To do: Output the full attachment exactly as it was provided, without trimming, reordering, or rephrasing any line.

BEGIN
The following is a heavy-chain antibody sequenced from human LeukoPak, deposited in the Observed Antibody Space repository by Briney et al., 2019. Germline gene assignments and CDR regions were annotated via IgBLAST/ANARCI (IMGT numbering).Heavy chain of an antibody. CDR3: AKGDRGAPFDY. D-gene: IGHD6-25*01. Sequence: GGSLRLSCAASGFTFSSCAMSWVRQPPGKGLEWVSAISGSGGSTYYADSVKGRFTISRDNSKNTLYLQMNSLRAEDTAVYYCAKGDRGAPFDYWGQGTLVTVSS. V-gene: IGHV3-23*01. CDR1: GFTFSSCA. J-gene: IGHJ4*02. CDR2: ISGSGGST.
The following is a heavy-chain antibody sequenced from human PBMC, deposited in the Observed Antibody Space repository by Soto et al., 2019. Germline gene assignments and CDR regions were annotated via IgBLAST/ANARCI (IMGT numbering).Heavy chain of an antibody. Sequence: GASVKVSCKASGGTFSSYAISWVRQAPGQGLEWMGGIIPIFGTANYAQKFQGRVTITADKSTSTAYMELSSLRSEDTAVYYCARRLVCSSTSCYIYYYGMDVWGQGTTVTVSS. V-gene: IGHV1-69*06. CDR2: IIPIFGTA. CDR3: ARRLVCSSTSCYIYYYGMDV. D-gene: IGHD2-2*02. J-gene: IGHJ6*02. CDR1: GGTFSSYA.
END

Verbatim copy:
The following is a heavy-chain antibody sequenced from human LeukoPak, deposited in the Observed Antibody Space repository by Briney et al., 2019. Germline gene assignments and CDR regions were annotated via IgBLAST/ANARCI (IMGT numbering).Heavy chain of an antibody. CDR3: AKGDRGAPFDY. D-gene: IGHD6-25*01. Sequence: GGSLRLSCAASGFTFSSCAMSWVRQPPGKGLEWVSAISGSGGSTYYADSVKGRFTISRDNSKNTLYLQMNSLRAEDTAVYYCAKGDRGAPFDYWGQGTLVTVSS. V-gene: IGHV3-23*01. CDR1: GFTFSSCA. J-gene: IGHJ4*02. CDR2: ISGSGGST.
The following is a heavy-chain antibody sequenced from human PBMC, deposited in the Observed Antibody Space repository by Soto et al., 2019. Germline gene assignments and CDR regions were annotated via IgBLAST/ANARCI (IMGT numbering).Heavy chain of an antibody. Sequence: GASVKVSCKASGGTFSSYAISWVRQAPGQGLEWMGGIIPIFGTANYAQKFQGRVTITADKSTSTAYMELSSLRSEDTAVYYCARRLVCSSTSCYIYYYGMDVWGQGTTVTVSS. V-gene: IGHV1-69*06. CDR2: IIPIFGTA. CDR3: ARRLVCSSTSCYIYYYGMDV. D-gene: IGHD2-2*02. J-gene: IGHJ6*02. CDR1: GGTFSSYA.